Eco-Islam hits Zanzibar fishermen
By Daniel Dickinson
BBC News, Pemba, Tanzania
The Koran is not widely known as a source of guidance on environmental and conservation issues, but that has not stopped one development organisation in Tanzania from using it to help conserve an island marine park.
Religious leaders have been asked to promote conservation messages using the texts of the Koran - an approach which has proved a great deal more successful than government regulations.
The island of Misali is just a small dot in the Indian Ocean off the coast of Pemba.
The coral reef surrounding it is home to a rich variety of fish and turtles.
Misali is uninhabited, but where there are fish, there are fishermen - and just a few years ago this fragile island paradise was under serious threat.
Destructive fishing methods were damaging the corals and harming species that lived there. Government bans had little impact.
The fishermen who launch their wooden dugout canoe from the windswept shores of Misali, like 99% of the population of the Zanzibar archipelago, are Muslims.
Once they realised that catches were falling dramatically, the non-governmental organisation Care International stepped in to persuade them to take better care of their environment - through a scheme based on Islamic principles.
"People didn't experience environmental destruction in their areas until very recently," says Ali Thani, Care's project director.
"And after what they are experiencing, they feel that Islamic environmental ethics might be better to create awareness in the community to protect their environment."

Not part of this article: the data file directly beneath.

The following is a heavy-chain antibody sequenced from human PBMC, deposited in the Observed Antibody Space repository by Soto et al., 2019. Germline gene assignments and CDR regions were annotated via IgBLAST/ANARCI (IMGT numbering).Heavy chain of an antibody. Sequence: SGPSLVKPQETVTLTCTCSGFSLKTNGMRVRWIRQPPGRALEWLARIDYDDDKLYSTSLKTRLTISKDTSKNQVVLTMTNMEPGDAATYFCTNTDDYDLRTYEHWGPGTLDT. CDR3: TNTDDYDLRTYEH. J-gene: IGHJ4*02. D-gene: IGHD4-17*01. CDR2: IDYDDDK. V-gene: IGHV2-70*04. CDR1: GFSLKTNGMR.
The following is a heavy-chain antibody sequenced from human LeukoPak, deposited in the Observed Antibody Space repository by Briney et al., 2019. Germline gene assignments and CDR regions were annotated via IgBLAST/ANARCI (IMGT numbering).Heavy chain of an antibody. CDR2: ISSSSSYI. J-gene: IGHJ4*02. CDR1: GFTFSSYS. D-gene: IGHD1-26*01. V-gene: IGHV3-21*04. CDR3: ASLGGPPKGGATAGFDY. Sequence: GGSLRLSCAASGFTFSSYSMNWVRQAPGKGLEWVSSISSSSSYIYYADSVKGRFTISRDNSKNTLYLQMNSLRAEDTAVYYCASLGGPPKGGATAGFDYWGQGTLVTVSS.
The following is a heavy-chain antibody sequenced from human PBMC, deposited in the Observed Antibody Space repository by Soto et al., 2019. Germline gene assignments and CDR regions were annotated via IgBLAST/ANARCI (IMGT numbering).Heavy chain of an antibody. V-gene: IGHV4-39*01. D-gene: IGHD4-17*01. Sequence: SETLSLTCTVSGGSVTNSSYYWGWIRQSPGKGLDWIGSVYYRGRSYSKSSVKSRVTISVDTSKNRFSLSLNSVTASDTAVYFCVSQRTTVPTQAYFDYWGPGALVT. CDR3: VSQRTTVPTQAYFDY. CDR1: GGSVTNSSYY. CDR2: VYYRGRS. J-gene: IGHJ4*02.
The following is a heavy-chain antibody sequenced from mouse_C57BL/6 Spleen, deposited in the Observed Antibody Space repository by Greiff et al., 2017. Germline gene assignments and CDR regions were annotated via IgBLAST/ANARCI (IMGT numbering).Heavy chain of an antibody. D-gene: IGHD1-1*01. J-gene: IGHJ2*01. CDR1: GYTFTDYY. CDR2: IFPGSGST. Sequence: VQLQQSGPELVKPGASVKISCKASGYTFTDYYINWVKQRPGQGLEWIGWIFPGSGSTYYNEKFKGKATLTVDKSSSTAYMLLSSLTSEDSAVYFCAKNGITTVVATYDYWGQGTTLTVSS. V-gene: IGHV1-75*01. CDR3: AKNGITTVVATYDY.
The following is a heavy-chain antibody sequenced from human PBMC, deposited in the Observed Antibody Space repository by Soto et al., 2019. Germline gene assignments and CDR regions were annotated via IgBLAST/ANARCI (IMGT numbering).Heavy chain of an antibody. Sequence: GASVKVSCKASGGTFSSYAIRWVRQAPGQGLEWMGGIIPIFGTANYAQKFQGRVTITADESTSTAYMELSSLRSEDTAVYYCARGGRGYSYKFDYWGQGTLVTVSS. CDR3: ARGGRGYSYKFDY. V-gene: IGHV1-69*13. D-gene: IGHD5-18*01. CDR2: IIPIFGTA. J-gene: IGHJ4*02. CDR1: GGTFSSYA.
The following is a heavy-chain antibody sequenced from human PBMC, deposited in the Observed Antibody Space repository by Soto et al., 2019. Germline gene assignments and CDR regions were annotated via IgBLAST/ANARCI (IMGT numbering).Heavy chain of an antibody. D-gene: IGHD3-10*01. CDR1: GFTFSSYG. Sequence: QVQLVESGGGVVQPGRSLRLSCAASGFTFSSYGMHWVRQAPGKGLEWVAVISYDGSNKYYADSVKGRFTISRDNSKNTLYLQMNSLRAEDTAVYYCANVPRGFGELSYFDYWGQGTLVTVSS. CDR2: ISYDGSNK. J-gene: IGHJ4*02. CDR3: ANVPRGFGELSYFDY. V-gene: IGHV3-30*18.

These fishermen have learned the benefits of fishing in a sustainable manner without harming the island's bio-diversity.
Salum Haji has fished these waters for as long as he can remember.
"There have been a lot of bad things happening here," he says.
"People have used dynamite and guns to fish here. This has destroyed the coral.
"I am happy that now we have learnt that the Koran tells us to protect everything in this world, including the environment.
"I am more dedicated to protecting the environment now and a more committed Muslim as well."
With sustainable fishing, catches have increased.
And the underwater life is so rich that the island has also become a tourist destination, with money paid by visitors being put back into community development on Pemba.
It is thought this is the first time the teachings of the Koran have been used in Tanzania to promote conservation.
Local religious leaders like Shehe Mlekwa Lissani Bambi are now highlighting Islamic teachings about conservation in their sermons, though a certain amount of interpretation has been necessary, he says.
"Everything we see in the world is in the Koran," he says.
"We have not changed what is in it as this cannot be changed, but we are reading it with more knowledge.
"We are the guardians of God's creation. He asks us to protect what he created and we can do this by looking after the environment."
Shehe Mlekwa Lissani Bambi feels it is fitting that Misali island was chosen to pioneer the use of Islamic ethics to conserve the environment. Misali is steeped in Islamic myth, including one surrounding a saintly figure known as the Prophet Hadhara.
"The island is very important in our history. Once Prophet Hadhara arrived at Misali and asked fishermen for a prayer mat.
"As there was no mat, Hadhara said the island itself was like a prayer mat since it exactly points towards Mecca.
"He prayed and then disappeared. Since then the island is called Misali, which means prayer mat."
Care International project director Ali Thani says it was only possible to convince people with the help of the sheha and shehe - the religious leaders. So far, he says, the project appears to be working.
One local fisherman summarised neatly why the religious message has succeeded where government decrees failed: It is easy to ignore the government, he said, but no-one can break God's law.